Why It's Important: For decades, NASA leaders met at Kennedy Space Center to analyze each mission for approval until the last American boat was retired in 2011. A mission that will bring America a step closer to launching its own astronauts: Testflight 1 with Dragon Dragon.
On March 2, at 2:48 am, an unmanned dragon will launch at the Falcon 9 rocket in the Kennedy Space Center, and after 24 hours the dragon will launch its automatic dock with the International Space Station. He will spend several days collecting space data, since astronauts and NASA estimate any damage caused by launch before returning to Earth, where parachutes will send him to the landing in the ocean. This is almost the same process that SpaceX hopes that a piloted dragon will take place later this year.
This mission is one of the most important over the years, and rates are high. The launch of SpaceX is their chance to bring NASA that they deserve potentially billions of dollars in contract missions over the next few years. For NASA this is a chance to return to the game and send astronauts to the International Space Station under their own authority and the opportunity to study.
For Russia, however, the news is less positive: during the past eight years they had a monopoly on the ability to launch manned missions to the ISS, which placed a lot of power and money in Putin's hands. Russian representatives at the meeting expressed their concern that the Dragon does not have any back-up computer systems and could crash into the ISS if the docking computer is damaged at launch, endangering astronauts on board and cutting off human access to the Cosmos.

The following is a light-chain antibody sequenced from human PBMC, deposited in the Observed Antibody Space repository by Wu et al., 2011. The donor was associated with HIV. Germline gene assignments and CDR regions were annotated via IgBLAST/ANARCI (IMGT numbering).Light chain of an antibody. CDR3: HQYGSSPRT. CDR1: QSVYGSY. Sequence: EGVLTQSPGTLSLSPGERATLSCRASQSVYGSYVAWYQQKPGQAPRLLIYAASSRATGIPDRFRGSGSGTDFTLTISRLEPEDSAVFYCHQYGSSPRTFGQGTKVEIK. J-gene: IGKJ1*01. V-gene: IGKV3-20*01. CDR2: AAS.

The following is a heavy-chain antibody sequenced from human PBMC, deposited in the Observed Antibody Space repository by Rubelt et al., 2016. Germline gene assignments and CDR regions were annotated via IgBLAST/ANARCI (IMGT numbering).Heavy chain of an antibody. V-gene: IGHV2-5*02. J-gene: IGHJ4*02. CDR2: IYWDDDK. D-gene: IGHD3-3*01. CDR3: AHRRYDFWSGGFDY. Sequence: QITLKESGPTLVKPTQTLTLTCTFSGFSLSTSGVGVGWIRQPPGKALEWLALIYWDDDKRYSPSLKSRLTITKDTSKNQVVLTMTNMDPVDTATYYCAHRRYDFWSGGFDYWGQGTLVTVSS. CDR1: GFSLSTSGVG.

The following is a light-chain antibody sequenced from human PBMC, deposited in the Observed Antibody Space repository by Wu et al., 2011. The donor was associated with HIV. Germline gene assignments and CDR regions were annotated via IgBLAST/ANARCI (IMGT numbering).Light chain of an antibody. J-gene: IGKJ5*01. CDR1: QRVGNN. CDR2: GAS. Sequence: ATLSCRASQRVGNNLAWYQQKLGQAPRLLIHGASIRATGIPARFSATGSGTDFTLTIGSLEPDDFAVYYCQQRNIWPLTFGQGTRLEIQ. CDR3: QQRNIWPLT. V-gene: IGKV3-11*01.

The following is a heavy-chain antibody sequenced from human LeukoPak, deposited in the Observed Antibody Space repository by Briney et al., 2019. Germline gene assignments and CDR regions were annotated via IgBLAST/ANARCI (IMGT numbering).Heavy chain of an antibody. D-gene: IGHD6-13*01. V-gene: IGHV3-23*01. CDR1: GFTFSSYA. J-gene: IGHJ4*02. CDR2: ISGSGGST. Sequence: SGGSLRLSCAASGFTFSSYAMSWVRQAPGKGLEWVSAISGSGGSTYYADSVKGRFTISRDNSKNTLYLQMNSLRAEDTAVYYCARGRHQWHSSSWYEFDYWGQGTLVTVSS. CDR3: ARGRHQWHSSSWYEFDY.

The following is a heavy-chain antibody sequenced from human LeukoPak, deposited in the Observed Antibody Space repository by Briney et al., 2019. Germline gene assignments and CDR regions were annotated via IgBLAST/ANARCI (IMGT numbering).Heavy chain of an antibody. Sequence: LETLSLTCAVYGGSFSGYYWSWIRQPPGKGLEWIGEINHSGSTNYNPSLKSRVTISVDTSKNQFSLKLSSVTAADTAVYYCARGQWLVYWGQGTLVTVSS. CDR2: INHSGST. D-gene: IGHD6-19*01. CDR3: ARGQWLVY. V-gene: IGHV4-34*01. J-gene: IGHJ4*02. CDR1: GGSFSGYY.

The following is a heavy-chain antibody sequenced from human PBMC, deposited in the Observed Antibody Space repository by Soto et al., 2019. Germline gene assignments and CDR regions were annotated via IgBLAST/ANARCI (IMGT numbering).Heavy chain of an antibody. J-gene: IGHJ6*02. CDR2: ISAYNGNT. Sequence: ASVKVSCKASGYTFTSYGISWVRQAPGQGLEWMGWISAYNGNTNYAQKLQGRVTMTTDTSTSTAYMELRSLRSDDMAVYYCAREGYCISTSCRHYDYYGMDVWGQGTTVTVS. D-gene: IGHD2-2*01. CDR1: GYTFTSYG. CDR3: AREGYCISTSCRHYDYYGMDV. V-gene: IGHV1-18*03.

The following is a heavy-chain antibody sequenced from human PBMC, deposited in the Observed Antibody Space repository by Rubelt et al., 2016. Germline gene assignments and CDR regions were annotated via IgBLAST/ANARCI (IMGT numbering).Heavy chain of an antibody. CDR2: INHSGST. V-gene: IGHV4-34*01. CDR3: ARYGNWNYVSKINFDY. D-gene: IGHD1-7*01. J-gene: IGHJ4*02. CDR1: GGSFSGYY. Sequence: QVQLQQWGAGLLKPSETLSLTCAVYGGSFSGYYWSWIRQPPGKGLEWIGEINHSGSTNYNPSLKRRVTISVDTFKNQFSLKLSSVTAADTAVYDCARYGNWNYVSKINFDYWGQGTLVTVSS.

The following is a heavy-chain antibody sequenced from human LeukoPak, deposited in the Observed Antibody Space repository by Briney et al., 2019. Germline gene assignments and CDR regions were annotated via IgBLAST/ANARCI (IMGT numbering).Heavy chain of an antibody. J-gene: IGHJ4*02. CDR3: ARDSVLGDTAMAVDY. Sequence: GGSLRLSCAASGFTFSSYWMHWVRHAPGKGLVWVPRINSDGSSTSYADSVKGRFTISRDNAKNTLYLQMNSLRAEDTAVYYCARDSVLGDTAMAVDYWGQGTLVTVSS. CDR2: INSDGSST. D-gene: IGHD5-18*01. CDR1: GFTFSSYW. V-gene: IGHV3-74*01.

However, NASA is not too worried, and they are confident they will prove to the Russians that the spacecraft is safe enough for a week. "I guarantee that everything will not be right and it's cool," said Bill Gerstenmeier, NASA's associate manager of the space flight program. NASA adopts an uncharacteristic "rather good" approach for this mission, and not their strictly strict requirements.
"I guarantee that everything will not work properly, and it's cool."
The flight of the crew, but we know that the hardware is good enough for this flight. We expect to know some things. We want to maximize our training.
Although the mission will be completely in the hands of SpaceX, NASA will have full access to data to track any potential risks to humans. Flood pressure vessels, which are special containers protecting explosive rocket fuel from launch pressures, fuel delivery systems delivering fuel to boosters, and parachutes that must be rigid enough to handle unexpected weather conditions. Also a dummy on board to see what the physical loads of astronauts will be.
The meeting ended on the night of the evening with enthusiastic but nervous smiles. The dragon takes the flight in just a week, and after the second mission of testing emergency measures in April, the dragon will be ready to receive American astronauts Doug Hurley. Bob Becken in the summer to outer space.